The new resolution differs from previous resolutions in the number of times it mentions Algeria and in its increased calls for compromise.
Washington, D.C. – While the UN Security Council’s new Resolution 2468 does not bring any major breakthrough that might suggest that the Security Council is moving decisively towards pressuring the parties to reach a mutually acceptable political solution, the new language it included gives a glimpse into the direction of the political process.
For the most part, resolution 2468 has maintained the same language and the same parameters of the UN-led political process as previous resolutions on Western Sahara, with an emphasis on “realism” and on the need for the parties to the conflict to cooperate in good faith with the United Nations Secretary-General’s personal envoy, Horst Kohler.
The preamble of the resolution has once again given prominence to the Moroccan autonomy proposal in that it welcomes the “serious and credible Moroccan efforts to move the process forward towards resolution.”
Meanwhile, the resolution has simply taken note of the counterproposal submitted by Polisario without giving it any credit for advancing the political process. But this language should not be regarded as a victory for Morocco, since it simply uses the same language in all but one resolution on the conflict since the start of the political process in April 2007.
The only exception to this practice was in Resolution 2285 of 2016, when the Security Council settled for taking note of Morocco’s autonomy proposal and the Polisario’s counterproposal without praising Morocco’s efforts to advance the political process.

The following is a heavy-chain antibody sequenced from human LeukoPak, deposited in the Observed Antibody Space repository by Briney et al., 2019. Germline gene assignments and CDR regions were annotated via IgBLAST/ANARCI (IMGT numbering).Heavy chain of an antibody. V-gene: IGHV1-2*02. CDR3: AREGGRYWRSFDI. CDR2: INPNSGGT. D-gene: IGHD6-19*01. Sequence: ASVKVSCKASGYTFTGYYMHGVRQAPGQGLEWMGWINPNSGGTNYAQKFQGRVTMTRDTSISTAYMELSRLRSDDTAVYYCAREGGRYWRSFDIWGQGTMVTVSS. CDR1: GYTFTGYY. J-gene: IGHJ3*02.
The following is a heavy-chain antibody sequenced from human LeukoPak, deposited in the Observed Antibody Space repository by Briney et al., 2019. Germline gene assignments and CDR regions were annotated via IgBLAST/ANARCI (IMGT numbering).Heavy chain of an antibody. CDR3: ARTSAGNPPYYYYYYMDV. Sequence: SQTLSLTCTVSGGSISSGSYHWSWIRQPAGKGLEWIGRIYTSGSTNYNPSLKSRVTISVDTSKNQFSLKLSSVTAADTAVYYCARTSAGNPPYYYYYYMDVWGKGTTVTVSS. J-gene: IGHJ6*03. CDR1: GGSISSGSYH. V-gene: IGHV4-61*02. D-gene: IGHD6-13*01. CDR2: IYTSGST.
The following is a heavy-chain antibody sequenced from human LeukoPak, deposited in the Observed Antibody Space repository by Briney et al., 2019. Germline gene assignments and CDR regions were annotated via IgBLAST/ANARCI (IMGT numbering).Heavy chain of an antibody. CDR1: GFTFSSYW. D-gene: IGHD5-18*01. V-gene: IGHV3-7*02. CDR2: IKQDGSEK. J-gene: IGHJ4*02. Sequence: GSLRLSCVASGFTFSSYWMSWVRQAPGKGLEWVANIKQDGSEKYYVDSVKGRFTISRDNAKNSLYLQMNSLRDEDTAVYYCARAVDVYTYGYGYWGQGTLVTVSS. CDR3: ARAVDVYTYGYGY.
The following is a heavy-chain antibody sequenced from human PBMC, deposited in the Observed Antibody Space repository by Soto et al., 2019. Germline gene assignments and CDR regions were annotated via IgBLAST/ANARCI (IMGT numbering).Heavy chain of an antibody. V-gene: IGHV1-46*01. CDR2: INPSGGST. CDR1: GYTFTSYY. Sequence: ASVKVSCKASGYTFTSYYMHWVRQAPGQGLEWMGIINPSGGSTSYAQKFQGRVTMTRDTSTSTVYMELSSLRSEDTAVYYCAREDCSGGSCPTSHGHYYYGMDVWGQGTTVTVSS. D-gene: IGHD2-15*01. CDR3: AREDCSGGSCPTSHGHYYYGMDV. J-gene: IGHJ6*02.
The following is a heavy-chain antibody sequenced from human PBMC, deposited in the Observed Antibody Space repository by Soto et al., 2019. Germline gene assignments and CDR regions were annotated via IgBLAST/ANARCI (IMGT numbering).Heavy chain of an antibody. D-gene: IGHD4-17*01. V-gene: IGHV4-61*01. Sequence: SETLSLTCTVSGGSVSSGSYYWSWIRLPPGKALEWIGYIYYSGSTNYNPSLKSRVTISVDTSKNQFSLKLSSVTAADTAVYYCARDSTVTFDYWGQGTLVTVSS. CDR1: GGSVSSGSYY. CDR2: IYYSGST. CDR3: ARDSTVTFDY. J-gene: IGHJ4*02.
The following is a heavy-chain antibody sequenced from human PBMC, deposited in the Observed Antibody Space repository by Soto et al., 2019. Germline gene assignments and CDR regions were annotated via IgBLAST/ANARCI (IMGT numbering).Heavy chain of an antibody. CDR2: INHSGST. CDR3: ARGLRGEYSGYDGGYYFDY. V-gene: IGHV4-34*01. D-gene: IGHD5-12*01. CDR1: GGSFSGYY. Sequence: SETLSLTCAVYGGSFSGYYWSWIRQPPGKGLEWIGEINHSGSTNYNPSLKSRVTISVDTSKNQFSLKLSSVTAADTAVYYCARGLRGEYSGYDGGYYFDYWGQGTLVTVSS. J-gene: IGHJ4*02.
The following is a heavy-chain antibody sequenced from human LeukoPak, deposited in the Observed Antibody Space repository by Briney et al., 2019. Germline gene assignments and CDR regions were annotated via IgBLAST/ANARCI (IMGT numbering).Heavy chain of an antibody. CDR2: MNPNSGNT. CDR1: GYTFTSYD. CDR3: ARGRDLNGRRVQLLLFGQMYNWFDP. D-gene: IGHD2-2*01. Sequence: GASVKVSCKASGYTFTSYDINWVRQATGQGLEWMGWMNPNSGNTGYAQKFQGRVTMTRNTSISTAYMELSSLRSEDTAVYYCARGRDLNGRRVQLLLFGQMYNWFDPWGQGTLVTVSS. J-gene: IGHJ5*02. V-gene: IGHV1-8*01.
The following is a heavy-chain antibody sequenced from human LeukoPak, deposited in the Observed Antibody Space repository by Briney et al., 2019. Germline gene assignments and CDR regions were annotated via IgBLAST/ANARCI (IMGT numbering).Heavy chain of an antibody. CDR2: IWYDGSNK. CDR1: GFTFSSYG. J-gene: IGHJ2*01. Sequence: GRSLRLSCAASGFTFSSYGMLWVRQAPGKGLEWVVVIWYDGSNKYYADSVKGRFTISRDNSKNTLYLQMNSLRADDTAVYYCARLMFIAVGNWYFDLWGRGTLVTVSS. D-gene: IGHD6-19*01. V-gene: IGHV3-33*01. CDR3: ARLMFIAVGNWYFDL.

Algeria no longer a ‘neighboring’ country
That being said, the Security Council has once more included Algeria on quasi-equal footing with Morocco.
The main significant change that the new resolution brings is the fact that it mentions Algeria five times in the resolution, three times in the preamble and twice in the operative paragraphs. Mentioning Algeria five times in the resolution carries political weight and suggests that the Security Council is moving progressively towards considering it as a full-fledged party in the conflict.
Since the start of the political process until October 2018, Algeria had never been mentioned in any Security Council resolution on the conflict. It took Morocco a sustained diplomatic effort to convince the Security Council to come to terms with the obvious reality that Polisario would not exist without Algeria’s military, financial, diplomatic, and logistical support.
The first time the Security Council included Algeria in a resolution on the conflict was in Resolution 2440 of last October. That resolution mentioned Algeria three times. That the Security Council mentions Algeria five time in its new resolution is a significant change that plays in Morocco’s favor.
In addition, while in paragraph seven of Resolution 2440’s preamble the Security Council described Morocco and Polisario as “the parties” and Algeria and Mauritania as “neighboring states,” this time around that distinction has disappeared. The resolution has named the four parties on equal footing.
New emphasis on compromise